My goal as a researcher is to understand the pathophysiology of Alzheimer’s disease (AD). No one measure provides a thorough characterization of the AD disease trajectory. Instead, a multidimensional approach is needed to integrate intersecting measures of biology and cognition. In my work I regularly study healthy aging and AD using magnetic resonance imaging (MRI), positron emission tomography (PET), cognitive testing, and biofluid assays. In my research studying late-onset AD I have examined the role that apolipoprotein polymorphisms have on longitudinal atrophy and beta-amyloid accumulation, I’ve examined how both cerebrospinal fluid and neuroimaging markers predict longitudinal cognition, and I’ve related changes in functional MRI to AD biomarkers. My work with autosomal dominant Alzheimer’s disease (ADAD) similarly has taken a multimodal approach.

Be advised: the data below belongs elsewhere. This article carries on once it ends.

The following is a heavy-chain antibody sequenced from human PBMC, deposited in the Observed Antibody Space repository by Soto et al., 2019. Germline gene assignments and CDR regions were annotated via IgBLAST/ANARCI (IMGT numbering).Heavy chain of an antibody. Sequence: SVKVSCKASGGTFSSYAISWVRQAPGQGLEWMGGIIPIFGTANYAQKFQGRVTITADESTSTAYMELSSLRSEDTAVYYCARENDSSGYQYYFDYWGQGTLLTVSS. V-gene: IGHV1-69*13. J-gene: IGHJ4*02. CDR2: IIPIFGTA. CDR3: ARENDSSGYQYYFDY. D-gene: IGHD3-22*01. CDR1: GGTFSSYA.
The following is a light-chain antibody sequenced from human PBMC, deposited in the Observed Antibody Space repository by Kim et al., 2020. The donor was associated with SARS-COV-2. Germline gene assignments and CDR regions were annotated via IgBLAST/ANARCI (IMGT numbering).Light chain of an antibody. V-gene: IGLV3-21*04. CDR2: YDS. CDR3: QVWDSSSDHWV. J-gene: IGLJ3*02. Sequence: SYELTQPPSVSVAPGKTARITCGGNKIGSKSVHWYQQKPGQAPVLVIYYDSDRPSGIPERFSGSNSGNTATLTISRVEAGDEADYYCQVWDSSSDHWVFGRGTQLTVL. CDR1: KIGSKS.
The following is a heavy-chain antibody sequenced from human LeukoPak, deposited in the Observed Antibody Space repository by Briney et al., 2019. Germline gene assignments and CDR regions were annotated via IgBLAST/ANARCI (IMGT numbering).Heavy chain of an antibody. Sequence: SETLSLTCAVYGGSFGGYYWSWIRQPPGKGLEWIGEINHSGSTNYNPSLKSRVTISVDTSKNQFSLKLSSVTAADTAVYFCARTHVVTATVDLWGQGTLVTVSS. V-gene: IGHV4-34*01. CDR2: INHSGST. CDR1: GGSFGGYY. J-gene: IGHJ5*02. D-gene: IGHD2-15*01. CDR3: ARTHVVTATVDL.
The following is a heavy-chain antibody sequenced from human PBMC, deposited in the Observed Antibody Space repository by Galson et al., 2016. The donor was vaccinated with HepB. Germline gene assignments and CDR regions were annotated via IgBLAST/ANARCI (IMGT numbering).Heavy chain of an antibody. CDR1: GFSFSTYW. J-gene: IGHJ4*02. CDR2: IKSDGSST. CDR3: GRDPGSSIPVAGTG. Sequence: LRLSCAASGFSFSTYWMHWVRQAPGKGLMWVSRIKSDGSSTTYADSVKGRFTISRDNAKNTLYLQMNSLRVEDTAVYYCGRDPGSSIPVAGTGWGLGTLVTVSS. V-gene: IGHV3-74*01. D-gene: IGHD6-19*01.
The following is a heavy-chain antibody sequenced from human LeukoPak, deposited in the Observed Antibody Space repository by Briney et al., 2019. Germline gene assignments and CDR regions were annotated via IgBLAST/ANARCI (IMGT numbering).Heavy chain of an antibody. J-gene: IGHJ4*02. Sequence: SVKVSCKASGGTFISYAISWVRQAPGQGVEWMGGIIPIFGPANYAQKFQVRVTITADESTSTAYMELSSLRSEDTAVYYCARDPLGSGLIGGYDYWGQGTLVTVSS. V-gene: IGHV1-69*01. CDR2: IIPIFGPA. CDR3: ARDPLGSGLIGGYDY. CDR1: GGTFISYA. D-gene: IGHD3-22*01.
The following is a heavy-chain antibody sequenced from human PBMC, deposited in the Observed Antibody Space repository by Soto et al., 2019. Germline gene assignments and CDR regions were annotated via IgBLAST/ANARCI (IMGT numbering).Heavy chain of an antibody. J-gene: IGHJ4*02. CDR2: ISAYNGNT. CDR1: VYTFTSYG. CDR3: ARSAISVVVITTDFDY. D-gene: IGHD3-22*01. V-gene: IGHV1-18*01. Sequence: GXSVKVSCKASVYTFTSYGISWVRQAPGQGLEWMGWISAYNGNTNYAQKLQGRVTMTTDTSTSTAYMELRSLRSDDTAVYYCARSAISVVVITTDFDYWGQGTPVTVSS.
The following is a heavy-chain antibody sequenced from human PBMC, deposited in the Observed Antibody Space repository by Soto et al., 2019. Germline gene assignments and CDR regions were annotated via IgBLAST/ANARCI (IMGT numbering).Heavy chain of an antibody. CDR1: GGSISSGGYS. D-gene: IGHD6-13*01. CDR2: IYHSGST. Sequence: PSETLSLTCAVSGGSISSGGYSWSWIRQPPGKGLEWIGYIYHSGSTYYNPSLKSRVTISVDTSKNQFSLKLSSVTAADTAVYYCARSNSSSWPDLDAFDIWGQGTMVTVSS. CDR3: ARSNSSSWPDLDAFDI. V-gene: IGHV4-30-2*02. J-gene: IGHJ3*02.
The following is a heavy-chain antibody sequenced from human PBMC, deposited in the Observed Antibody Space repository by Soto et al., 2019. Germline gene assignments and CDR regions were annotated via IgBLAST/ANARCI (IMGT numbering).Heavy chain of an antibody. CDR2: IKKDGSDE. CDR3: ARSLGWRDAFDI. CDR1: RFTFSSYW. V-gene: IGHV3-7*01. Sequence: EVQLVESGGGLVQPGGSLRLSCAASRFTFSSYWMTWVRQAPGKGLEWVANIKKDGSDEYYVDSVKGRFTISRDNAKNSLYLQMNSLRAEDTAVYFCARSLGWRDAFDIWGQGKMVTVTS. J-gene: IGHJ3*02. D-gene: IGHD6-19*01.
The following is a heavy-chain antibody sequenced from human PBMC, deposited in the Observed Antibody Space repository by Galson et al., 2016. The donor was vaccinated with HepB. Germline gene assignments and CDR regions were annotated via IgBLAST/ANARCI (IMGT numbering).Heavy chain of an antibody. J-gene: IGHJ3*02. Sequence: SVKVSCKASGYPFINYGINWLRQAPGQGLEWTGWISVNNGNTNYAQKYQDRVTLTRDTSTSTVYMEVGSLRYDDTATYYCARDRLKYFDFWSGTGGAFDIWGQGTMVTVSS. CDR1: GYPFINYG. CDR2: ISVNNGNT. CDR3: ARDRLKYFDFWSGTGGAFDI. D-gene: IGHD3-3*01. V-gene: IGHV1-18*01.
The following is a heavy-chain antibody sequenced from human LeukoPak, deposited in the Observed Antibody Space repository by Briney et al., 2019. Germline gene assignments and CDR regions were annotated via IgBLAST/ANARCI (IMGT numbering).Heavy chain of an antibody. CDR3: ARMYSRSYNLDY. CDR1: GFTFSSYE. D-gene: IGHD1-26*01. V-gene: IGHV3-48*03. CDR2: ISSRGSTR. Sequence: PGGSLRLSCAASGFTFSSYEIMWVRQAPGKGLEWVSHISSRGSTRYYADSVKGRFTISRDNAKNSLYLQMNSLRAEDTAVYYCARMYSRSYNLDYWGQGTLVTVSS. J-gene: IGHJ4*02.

I’ve examined how baseline levels of beta-amyloid PET predict longitudinal cognitive change, how neuroimaging biomarkers emerge and spread spatially in the brain, and the temporal time course of longitudinal change in CSF, neuroimaging, and cognitive measures. The common theme across my work has been to examine multiple biomarkers in parallel to gain a richer understanding of the pathobiology of the disease. My work serves to bridge multiple disciplines together to better understand AD. My ongoing work will continue this theme. In particular, working with Dr. Anne Fagan, I’m interested in how novel fluid (YLK-40, SNAP-25, NFL) markers of neural injury relate to other AD biomarkers and cognition. These markers are particularly noteworthy, as they are relatively low cost and can serve as innovative biomarkers in both clinical and research settings.

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